Dennis Baron, Professor of English and Linguistics at the University of Illinois, is the latest grammar pundit to write about the lack of English singular pronouns that don’t have to be selected according to the sex* of the person referred to. The difficulty is evident in formulations such as
From each according to his ability; to each according to his needs.
People likely to quote this (from Marx) are unlikely to be intentionally sexist, but
From each according to his or her ability; to each according to his or her needs
just doesn’t have the same ring to it. Setting the problem in a more everyday context, Baron quotes the Guardian’s grammar-obsessive Lucy Mangan:
You can’t say, “Somebody left their cheese in the fridge”, so you say, “Somebody left his/her cheese in the fridge”, but then you need to refer to his/her cheese several times thereafter and your writing ends up looking like an explosion in a pedants’ factory.
Quite. But hang on: if it’s so wrong, why did the idea of saying “Somebody left their cheese in the fridge” strike Lucy in the first place?
There are all sorts of things you really can’t say. You can’t say
Somebody left its cheese in the fridge
because this is turning a human being into an inanimate object, which is rude (and ungrammatical, since ‘its’ doesn’t agree with ‘somebody’). Nor can you say
Somebody left hiser cheese in the fridge
because nobody will have a clue what you’re on about. But you can say
Somebody left their cheese in the fridge
without either sexism or risk of confusion. So why not just do it?
Baron quotes an astonishing number of other unisex pronouns proposed at various times, including thon, hi, le, ip, ne, nis, nir, ir, hizer, ons, e, ith, heer, hie, ha, hesh, thir, himorher, se, heesh, hse, kin, ve, ta, tey, fm, shem, se, jee, ey, ho, po, ae, et, heshe, hann, herm, ala, de, ghach, han, mef, ws and ze. These are all clearly the work of cloth-eared fools. But, he concludes,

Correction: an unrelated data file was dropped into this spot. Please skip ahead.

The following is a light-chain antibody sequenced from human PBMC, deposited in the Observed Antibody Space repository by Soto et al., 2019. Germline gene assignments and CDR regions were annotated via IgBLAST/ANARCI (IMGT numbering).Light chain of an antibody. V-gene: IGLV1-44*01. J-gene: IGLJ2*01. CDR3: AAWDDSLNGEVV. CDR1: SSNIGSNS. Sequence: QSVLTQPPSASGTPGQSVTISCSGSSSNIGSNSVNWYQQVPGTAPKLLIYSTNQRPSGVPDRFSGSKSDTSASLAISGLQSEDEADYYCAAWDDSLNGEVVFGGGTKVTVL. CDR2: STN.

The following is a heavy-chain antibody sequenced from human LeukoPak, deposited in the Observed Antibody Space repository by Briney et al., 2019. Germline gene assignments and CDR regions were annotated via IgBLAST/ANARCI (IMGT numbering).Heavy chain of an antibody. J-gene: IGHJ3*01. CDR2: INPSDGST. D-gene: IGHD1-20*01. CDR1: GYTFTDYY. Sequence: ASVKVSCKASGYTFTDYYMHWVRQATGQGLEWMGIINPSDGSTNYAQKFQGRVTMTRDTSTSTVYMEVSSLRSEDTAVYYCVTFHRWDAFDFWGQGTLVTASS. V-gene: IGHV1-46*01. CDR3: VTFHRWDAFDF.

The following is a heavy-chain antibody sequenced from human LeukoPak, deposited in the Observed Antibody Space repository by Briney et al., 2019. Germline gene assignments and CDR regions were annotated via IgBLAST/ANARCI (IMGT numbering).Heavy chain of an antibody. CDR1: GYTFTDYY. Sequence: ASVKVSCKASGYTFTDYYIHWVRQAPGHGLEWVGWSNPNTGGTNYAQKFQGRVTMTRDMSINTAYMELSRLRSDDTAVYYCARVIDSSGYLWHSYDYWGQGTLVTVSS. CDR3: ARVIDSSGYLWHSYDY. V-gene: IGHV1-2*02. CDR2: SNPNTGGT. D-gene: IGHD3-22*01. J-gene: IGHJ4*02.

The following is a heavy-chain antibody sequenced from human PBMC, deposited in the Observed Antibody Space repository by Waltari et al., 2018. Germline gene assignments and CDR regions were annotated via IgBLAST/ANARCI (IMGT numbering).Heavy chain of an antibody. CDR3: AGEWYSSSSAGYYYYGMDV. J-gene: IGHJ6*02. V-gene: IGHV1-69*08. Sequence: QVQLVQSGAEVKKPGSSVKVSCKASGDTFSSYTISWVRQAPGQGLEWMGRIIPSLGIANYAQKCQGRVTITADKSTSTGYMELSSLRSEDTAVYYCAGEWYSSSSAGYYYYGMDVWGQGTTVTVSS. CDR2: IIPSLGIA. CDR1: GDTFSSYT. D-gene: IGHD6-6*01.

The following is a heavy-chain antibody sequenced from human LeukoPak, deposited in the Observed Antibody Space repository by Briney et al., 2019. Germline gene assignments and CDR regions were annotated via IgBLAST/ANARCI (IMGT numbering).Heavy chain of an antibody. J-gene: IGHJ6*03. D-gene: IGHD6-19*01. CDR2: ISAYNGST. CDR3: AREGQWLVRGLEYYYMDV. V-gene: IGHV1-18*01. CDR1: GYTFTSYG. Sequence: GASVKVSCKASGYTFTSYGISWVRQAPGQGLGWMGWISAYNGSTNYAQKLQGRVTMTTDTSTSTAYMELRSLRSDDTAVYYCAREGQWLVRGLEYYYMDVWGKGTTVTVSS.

Despite this wealth of coinage, there is still no widely-accepted gender-neutral pronoun.
Like Lucy Mangan, Baron appears to be in a sort of pedantry-induced state of denial. Does he read nothing but subedited copy? Has he never overheard a conversation outside his own faculty’s corridors? Of course there’s an accepted unisex pronoun. It’s they/them/their. Most people use it without thinking twice – even grammar pedants like Lucy (until they force themselves to think twice and reject it).
And there’s absolutely no problem with it. It leads us into no grammatical blind alleys. All we have to do is treat the noun as plural, and everything else follows. OK, maybe it feels odd to say
Whoever left their cheese in the fridge needs to ask themselves why.
Unlike ‘their’, ‘themselves’ is so in-your-face plural that we might stumble over its disagreement with a singular verb form (needs). Maybe we need to coin ‘themself’ (again, something I’ve already heard people say). This will need to shake out over time. But it’s hardly a reason to dismiss the whole idea.
Is it particularly awkward to take a pronoun we traditionally think of as plural and start using it as singular too? Nope. We’ve already done it once. A couple of hundred years ago, if I wanted to address a single individual, I would use the pronoun ‘thou’. (It’s still used in some places in the north of England.) Today, I use ‘you’, which originally referred only to more than one person. Baron even mentions this in passing. Yet, according to his research,
the rule books now opt for he or she and not an invented word to replace the generic he.
These rule books are crazy. We don’t want clumsy workarounds like ‘he or she’; nor do we need to make words up, much as it would please the editors of dictionaries. A perfectly good solution has emerged naturally.
And if the writers of the rule books can’t accept it, frankly they need hises or herses heads examining.
*It’s confusing that linguists use ‘gender’ in reference to male/female sexual classification, commonly and properly referred to as ‘sex’, as well as to grammatical gender. Whether a word’s gender is masculine or feminine has no necessary correlation with the sex of the thing it refers to. (In German, for example, a girl – das Mädchen – is neuter.) In this sense, nobody would bother trying to come up with a ‘gender-neutral’ pronoun, because there’s no politics in grammatical gender. What we need to satisfy our political requirement to avoid sex bias is a pronoun that can refer to people of both sexes. So it seems clearer to talk about ‘sex-neutral’ or ‘unisex’ pronouns.